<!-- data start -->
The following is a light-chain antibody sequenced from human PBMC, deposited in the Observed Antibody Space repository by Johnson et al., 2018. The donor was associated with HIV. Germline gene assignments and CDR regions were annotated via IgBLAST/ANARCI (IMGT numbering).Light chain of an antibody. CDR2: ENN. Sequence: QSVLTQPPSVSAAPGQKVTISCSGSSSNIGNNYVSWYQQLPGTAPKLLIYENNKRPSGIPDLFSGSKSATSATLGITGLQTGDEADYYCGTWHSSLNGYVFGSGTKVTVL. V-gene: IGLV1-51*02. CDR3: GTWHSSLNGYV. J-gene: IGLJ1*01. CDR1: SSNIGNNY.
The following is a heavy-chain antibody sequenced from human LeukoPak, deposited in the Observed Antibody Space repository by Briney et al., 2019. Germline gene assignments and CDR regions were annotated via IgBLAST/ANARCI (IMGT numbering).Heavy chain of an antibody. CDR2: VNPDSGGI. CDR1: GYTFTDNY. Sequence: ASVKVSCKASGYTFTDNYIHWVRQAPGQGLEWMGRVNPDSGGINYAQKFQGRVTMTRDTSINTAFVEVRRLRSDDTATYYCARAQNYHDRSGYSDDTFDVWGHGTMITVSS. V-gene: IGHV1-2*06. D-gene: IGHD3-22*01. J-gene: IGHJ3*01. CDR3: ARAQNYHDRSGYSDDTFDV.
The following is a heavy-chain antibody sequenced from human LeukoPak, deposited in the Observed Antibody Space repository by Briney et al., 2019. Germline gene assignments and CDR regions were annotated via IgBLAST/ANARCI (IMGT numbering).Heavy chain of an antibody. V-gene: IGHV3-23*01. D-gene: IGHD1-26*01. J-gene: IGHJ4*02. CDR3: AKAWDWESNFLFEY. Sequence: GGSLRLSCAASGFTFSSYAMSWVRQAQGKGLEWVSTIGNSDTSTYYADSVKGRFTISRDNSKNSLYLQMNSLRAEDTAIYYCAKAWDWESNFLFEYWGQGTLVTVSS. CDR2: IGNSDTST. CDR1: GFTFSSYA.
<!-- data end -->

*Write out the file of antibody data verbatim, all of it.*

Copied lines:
The following is a light-chain antibody sequenced from human PBMC, deposited in the Observed Antibody Space repository by Johnson et al., 2018. The donor was associated with HIV. Germline gene assignments and CDR regions were annotated via IgBLAST/ANARCI (IMGT numbering).Light chain of an antibody. CDR2: ENN. Sequence: QSVLTQPPSVSAAPGQKVTISCSGSSSNIGNNYVSWYQQLPGTAPKLLIYENNKRPSGIPDLFSGSKSATSATLGITGLQTGDEADYYCGTWHSSLNGYVFGSGTKVTVL. V-gene: IGLV1-51*02. CDR3: GTWHSSLNGYV. J-gene: IGLJ1*01. CDR1: SSNIGNNY.
The following is a heavy-chain antibody sequenced from human LeukoPak, deposited in the Observed Antibody Space repository by Briney et al., 2019. Germline gene assignments and CDR regions were annotated via IgBLAST/ANARCI (IMGT numbering).Heavy chain of an antibody. CDR2: VNPDSGGI. CDR1: GYTFTDNY. Sequence: ASVKVSCKASGYTFTDNYIHWVRQAPGQGLEWMGRVNPDSGGINYAQKFQGRVTMTRDTSINTAFVEVRRLRSDDTATYYCARAQNYHDRSGYSDDTFDVWGHGTMITVSS. V-gene: IGHV1-2*06. D-gene: IGHD3-22*01. J-gene: IGHJ3*01. CDR3: ARAQNYHDRSGYSDDTFDV.
The following is a heavy-chain antibody sequenced from human LeukoPak, deposited in the Observed Antibody Space repository by Briney et al., 2019. Germline gene assignments and CDR regions were annotated via IgBLAST/ANARCI (IMGT numbering).Heavy chain of an antibody. V-gene: IGHV3-23*01. D-gene: IGHD1-26*01. J-gene: IGHJ4*02. CDR3: AKAWDWESNFLFEY. Sequence: GGSLRLSCAASGFTFSSYAMSWVRQAQGKGLEWVSTIGNSDTSTYYADSVKGRFTISRDNSKNSLYLQMNSLRAEDTAIYYCAKAWDWESNFLFEYWGQGTLVTVSS. CDR2: IGNSDTST. CDR1: GFTFSSYA.